Are Heartburn and GERD the Same Thing?

March 27, 2024

From Cajun to BBQ, to Mexican, you love trying it all! You’ve been working your way through a list of local restaurants, marking your favorites, and finding hidden gems along the way. But the last few weekends of your hunt have taken a turn. Your love of spice remains, but it suddenly seems as if spice no longer loves you. Shortly after eating, you’ve been experiencing an uncomfortable burning sensation creeping up from your stomach and up to your throat and you aren’t liking it one bit. Chances are you are suffering from heartburn.

Heartburn tends to come and go but it is important to distinguish between heartburn and its more chronic counterpart, gastroesophageal reflux disease (GERD) for effective management and long-term health. Let’s explore what you need to know—how these conditions are similar and what separates them.

What is Heartburn?

Heartburn, also known as gastroesophageal reflux (GER), occurs when the lower esophageal sphincter (LES), a band of muscle at the bottom of the esophagus, fails to close properly or stay closed as stomach pressure builds. When that occurs, stomach acid and other contents flow backward into the esophagus, causing irritation. Unlike the stomach, lined with protective mucous, the esophagus lacks this defense, leading to the characteristic burning sensation. The burning can radiate up to the chest area leading to its popular name, heartburn.

Certain medications and supplements, including antibiotics, pain relievers, and antidepressants, can exacerbate heartburn by irritating the esophagus. However, the key distinction between heartburn and GERD lies in the frequency of symptoms.

What is GERD?

While heartburn may be an occasional inconvenience, GERD represents a more persistent and serious condition. Individuals with GERD experience symptoms more than twice a week, indicating chronicity.

GERD symptoms may include:

  • Repeated heartburn, especially after meals or when lying down
  • Difficulty swallowing (dysphagia)
  • Bloating
  • Upper abdominal or chest pain
  • Nausea
  • A sensation of pressure in the esophagus or a lump in the throat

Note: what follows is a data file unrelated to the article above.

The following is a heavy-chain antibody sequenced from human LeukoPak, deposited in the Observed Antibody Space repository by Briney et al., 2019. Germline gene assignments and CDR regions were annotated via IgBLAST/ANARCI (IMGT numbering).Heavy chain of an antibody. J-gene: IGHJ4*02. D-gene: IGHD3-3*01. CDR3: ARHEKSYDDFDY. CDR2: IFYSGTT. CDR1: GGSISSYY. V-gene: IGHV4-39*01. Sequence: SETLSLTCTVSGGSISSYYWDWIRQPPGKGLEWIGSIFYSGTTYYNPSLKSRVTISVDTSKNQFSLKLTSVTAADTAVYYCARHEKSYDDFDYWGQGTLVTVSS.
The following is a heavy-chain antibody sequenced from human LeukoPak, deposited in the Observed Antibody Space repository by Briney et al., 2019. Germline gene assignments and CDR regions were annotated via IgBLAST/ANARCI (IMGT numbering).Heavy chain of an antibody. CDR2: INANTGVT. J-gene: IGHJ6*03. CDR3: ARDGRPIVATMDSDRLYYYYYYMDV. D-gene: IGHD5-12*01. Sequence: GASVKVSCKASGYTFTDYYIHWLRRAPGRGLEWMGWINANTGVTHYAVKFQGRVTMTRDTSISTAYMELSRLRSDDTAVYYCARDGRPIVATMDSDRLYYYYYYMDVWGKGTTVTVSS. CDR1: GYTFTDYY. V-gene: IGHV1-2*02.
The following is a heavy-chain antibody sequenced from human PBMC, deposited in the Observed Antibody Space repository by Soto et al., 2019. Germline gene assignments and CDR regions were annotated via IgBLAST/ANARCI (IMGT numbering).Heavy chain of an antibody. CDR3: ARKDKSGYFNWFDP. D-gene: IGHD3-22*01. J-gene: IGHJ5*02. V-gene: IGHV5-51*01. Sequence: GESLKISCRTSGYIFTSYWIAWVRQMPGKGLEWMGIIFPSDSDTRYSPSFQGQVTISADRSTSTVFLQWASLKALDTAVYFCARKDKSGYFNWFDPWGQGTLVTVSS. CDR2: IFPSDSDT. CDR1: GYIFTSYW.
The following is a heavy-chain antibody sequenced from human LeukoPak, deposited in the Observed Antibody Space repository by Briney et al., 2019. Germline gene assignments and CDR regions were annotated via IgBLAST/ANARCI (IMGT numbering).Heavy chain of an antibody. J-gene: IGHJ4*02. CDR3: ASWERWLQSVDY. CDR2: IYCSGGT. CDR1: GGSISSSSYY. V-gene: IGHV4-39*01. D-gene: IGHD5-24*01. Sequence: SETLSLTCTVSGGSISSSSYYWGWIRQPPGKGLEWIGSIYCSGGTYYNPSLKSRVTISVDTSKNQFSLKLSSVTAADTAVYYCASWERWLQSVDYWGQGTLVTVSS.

• Persistent throat clearing or burping
  • Sore throat, hoarseness, or laryngitis
  • Regurgitation of food and stomach acid into the esophagus

Nighttime reflux, a common feature of GERD, can lead to a chronic dry cough, worsened asthma symptoms, laryngitis, and enamel damage to teeth.

Managing Heartburn and GERD

Dealing with reflux-related discomfort can be challenging, but certain dietary and lifestyle modifications can help alleviate symptoms and improve your quality of life.

Dietary adjustments

Certain foods and beverages can trigger or worsen heartburn and GERD symptoms. Avoiding or minimizing intake of alcohol, spicy foods, caffeine, carbonated drinks, citrus fruits, and fatty or fried foods can help reduce discomfort. Eating smaller, more frequent meals and avoiding lying down immediately after eating can also be beneficial.

Lifestyle modifications

In addition to dietary changes, adopting certain lifestyle habits can aid in managing reflux. Losing excess weight, wearing loose-fitting clothing to avoid pressure on the stomach, and reducing stress through exercise, meditation, or other relaxation techniques can alleviate symptoms. Quitting smoking is also crucial, as tobacco products weaken the LES, exacerbating reflux.

Elevate Your Head

Sleeping with the head raised about six inches can prevent your stomach contents from flowing back into the esophagus during the night. You can achieve this by using a wedge-shaped pillow under the mattress or placing blocks under the legs at the head of the bed.

Over-the-counter medications

For mild to moderate symptoms, over-the-counter antacids, H2 blockers, or proton pump inhibitors (PPIs) may provide relief by neutralizing stomach acid or reducing its production. However, it’s essential to consult a healthcare professional before long-term use.

When to Seek Medical Attention

While self-care strategies can often manage mild cases of heartburn or GERD, seeking medical evaluation is crucial, especially if symptoms persist or worsen. Untreated GERD can lead to complications such as esophageal inflammation, ulcers, strictures, or even precancerous changes in the esophageal lining (Barrett’s esophagus). Diagnostic procedures, such as upper gastrointestinal endoscopy, may be necessary to assess the extent of damage and guide treatment.

While heartburn and GERD share similar symptoms, their frequency and severity distinguish them as distinct conditions. By making dietary and lifestyle modifications, seeking medical advice when needed, and adhering to prescribed treatments, individuals can effectively manage reflux symptoms and safeguard their long-term esophageal health.

Don’t let heartburn or GERD dictate your quality of life—take control of your health, prioritize your well-being, and visit AFC Urgent Care Indian Trail today.

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